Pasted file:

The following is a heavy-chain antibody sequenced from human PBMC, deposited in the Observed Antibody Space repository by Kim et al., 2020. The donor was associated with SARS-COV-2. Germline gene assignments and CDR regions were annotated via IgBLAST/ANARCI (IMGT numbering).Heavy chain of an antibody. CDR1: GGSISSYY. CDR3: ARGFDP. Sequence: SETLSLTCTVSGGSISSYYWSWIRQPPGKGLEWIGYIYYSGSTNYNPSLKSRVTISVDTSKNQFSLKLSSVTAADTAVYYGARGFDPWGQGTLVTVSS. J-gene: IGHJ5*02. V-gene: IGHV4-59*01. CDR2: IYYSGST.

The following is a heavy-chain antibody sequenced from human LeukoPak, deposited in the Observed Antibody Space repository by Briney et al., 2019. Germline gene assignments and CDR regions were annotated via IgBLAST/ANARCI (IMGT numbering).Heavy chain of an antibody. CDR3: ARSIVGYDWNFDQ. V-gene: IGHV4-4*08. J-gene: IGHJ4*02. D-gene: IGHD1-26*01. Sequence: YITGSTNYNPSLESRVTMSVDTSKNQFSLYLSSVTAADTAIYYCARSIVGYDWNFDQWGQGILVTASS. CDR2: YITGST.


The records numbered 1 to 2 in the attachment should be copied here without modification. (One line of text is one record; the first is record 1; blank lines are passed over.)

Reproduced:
The following is a heavy-chain antibody sequenced from human PBMC, deposited in the Observed Antibody Space repository by Kim et al., 2020. The donor was associated with SARS-COV-2. Germline gene assignments and CDR regions were annotated via IgBLAST/ANARCI (IMGT numbering).Heavy chain of an antibody. CDR1: GGSISSYY. CDR3: ARGFDP. Sequence: SETLSLTCTVSGGSISSYYWSWIRQPPGKGLEWIGYIYYSGSTNYNPSLKSRVTISVDTSKNQFSLKLSSVTAADTAVYYGARGFDPWGQGTLVTVSS. J-gene: IGHJ5*02. V-gene: IGHV4-59*01. CDR2: IYYSGST.

The following is a heavy-chain antibody sequenced from human LeukoPak, deposited in the Observed Antibody Space repository by Briney et al., 2019. Germline gene assignments and CDR regions were annotated via IgBLAST/ANARCI (IMGT numbering).Heavy chain of an antibody. CDR3: ARSIVGYDWNFDQ. V-gene: IGHV4-4*08. J-gene: IGHJ4*02. D-gene: IGHD1-26*01. Sequence: YITGSTNYNPSLESRVTMSVDTSKNQFSLYLSSVTAADTAIYYCARSIVGYDWNFDQWGQGILVTASS. CDR2: YITGST.